Thursday, June 11, 2009

I've recently read a book called 'A Hitler Youth' by Henry Metelmann.

The book describes Germany during the 1930s and how for the poverty stricken, life was bleak with no prospect of work, just cold and hunger in a world of crowded tenement blocks.
But then, to a twelve year old boy's eyes a wonderful man came along who gave him food, uniform, training, camaraderie, and a dream of a new, wonderful Fatherland which would rule the world and liberate other countries as it came to glory. Work would be abundant and with it the security of the knowledge that one could provide well for their families.
As long as people turned a blind eye to the violent beatings, public humiliation and threat of concentration camps that came to anybody who dared oppose the Nazi party, all was well and good with the world.
The book is honest, and Metelmann describes the conflict of how the Nazi brainwashing almost drove a wedge between himself and his loving, socialist father who abhorred war and all the Nazis, or 'Brown Pests' stood for.
Metelmann does not seek forgiveness for his actions. All he asks is that the lessons he and many others learnt during those appalling times are remembered and the actions never repeated.

I wish the book had been written while I was still at school as I would have given a copy to the headmaster.
One day in assembly where the entire school was present, the headmaster began to talk about the second world war. Not once did he mention the Nazi party, instead he informed everyone present that it had been the Germans who were responsible for the war and atrocities that it brought about.
I was livid.
I'm half German and had heard first hand about how anybody who dared oppose the Nazi regime was at best, sent to a concentration camp, or possibly they would be visited during the night be violently beaten, robbed and if the soldiers felt like it, shot dead in front of their family.
If a person failed to give a Nazi salute to a passing troupe, they would be beaten to a bloody pulp and left in the street alone, as any person who dared come to their help would suffer the same fate.
And this happened to German people.
Many German people.
Many German people who hated the Nazis, and never wanted any violence, let alone a war.
And many of these German people were killed because they refused to obey the Nazis.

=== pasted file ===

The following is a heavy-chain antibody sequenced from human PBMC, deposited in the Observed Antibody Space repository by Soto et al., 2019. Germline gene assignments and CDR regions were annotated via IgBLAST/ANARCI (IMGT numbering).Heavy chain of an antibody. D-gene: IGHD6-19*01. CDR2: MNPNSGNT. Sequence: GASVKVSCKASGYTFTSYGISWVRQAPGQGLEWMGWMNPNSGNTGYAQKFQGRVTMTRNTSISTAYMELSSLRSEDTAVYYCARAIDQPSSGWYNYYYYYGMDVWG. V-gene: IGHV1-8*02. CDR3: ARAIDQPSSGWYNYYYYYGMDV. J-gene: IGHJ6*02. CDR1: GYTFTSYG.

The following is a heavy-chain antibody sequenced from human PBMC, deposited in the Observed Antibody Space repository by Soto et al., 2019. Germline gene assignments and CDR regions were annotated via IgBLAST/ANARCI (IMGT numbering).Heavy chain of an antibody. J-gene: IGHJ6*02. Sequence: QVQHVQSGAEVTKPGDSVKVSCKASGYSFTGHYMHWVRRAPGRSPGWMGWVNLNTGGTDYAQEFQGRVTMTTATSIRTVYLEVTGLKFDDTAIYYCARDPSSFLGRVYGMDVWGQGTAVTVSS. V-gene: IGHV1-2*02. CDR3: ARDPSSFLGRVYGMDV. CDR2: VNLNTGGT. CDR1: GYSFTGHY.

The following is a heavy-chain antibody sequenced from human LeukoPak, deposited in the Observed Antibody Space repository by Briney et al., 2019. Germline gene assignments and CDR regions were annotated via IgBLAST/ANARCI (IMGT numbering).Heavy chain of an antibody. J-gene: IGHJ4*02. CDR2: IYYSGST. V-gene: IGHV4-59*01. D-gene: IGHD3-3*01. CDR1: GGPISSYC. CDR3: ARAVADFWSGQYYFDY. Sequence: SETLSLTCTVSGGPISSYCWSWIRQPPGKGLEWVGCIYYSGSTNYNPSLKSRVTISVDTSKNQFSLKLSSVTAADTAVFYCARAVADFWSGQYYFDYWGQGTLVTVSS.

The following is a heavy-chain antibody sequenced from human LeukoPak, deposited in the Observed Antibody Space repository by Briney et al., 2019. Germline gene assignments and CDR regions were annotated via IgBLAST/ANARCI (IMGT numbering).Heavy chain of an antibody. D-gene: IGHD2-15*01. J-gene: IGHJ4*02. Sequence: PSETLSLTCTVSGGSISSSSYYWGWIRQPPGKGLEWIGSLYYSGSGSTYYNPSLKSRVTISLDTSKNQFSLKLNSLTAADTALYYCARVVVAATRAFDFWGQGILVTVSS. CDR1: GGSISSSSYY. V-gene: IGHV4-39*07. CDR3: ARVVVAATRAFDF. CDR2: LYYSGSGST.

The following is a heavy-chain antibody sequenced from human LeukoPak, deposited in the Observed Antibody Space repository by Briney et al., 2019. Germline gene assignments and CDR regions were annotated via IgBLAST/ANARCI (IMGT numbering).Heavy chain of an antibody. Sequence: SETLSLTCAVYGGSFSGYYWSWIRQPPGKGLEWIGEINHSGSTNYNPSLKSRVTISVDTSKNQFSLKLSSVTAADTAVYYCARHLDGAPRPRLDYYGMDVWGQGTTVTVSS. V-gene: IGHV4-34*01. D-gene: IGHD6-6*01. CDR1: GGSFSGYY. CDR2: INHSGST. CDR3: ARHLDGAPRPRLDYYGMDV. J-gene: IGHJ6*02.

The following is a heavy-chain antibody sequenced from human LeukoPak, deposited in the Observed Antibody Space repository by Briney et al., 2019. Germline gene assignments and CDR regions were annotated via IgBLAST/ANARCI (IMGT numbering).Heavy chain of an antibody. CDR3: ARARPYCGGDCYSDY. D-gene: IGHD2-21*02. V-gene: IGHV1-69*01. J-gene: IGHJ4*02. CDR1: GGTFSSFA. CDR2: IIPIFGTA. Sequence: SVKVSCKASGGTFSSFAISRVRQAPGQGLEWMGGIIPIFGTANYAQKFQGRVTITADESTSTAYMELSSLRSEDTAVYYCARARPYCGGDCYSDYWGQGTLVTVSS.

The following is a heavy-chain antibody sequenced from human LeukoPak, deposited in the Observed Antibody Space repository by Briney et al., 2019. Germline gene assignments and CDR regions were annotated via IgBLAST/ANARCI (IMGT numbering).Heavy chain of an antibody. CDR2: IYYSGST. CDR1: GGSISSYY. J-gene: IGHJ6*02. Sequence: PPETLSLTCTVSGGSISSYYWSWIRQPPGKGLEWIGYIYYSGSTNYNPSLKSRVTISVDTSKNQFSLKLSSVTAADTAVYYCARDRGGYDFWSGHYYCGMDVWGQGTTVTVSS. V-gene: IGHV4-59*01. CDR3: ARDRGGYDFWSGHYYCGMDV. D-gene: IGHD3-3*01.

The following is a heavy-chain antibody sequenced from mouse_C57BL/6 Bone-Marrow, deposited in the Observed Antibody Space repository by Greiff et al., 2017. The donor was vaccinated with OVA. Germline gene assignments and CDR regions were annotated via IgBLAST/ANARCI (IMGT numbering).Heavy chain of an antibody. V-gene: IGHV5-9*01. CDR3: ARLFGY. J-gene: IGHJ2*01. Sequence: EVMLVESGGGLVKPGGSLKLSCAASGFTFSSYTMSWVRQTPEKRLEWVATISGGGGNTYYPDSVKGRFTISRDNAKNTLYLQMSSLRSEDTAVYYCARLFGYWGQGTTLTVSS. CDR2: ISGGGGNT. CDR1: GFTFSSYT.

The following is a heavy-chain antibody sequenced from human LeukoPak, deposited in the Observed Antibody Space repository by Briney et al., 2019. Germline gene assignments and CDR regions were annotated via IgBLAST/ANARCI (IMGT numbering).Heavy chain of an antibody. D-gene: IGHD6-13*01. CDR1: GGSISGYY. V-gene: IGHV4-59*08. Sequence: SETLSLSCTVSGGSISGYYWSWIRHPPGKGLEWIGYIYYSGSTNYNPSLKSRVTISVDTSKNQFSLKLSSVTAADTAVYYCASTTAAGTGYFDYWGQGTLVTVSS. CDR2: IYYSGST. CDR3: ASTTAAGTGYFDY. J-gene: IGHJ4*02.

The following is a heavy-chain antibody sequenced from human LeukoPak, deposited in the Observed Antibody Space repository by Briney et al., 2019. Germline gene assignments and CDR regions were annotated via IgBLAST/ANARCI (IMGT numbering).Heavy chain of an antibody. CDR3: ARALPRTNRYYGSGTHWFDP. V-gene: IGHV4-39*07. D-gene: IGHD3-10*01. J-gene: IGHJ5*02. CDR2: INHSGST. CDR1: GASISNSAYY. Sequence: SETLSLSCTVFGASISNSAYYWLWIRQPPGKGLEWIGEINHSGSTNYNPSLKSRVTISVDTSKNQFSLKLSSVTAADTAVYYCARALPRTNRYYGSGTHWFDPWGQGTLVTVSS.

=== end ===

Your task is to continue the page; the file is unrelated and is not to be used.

After the assembly finished I went straight to the headmaster's office and told the secretary I wanted to talk to him as soon as he was free.
I was told to go back to class but I explained that this could not wait; I was far to angry to go to class at any rate, and I would just wait for him to come out, thankyouverymuch.
For two hours I waited, and with each passing minute I rehearsed what I was going to say.
Finally, the headmaster let me in and asked me what I wanted.
I told him that I wanted him to stop incensing racial hatred for a start!
I carried on telling him how I was saddened that a man such as he, in charge of so many pliable young minds, had made a big mistake by telling them that the Germans had been responsible. Surely he had been educated about such matters and realized that the major factor that brought about WWII was Adolph Hitler and his Nazi party with all it's 'Ideals'?
I told him I understood how living through the war had probably blinkered his thinking and made him believe all Germans were Bad People, but that was many years ago and also, very, very wrong.
I explained about how the Nazis had brainwashed people and used violence and terror against anyone who dared oppose them and that if he had an ounce of sense and decency in him in his capacity as a headmaster, then he should explain this to the school and not blame innocents. I'd lost relatives on both sides thanks to the Nazis.
For about thirty minutes I went on at him before I decided I'd said all I wanted to, then thanked him for his time before turning on my heel and sodding off to the girl's loo for a ciggie.
Not one of the teachers whose classes I'd missed said any thing about my absence from class, although I really thought I would have been in big trouble, but nothing was said about anything after that.
Until the next week's school assembly.
To my delight, the headmaster read out a speech he'd prepared informing the school that he had made a mistake that he wished to rectify.
He didn't mention me, but he told the whole school what I'd told him and that he had been wrong not to mention the Nazis and all their corruption which had terrorized many innocent Germans.

Henry Metelmann is now a Peace Activist.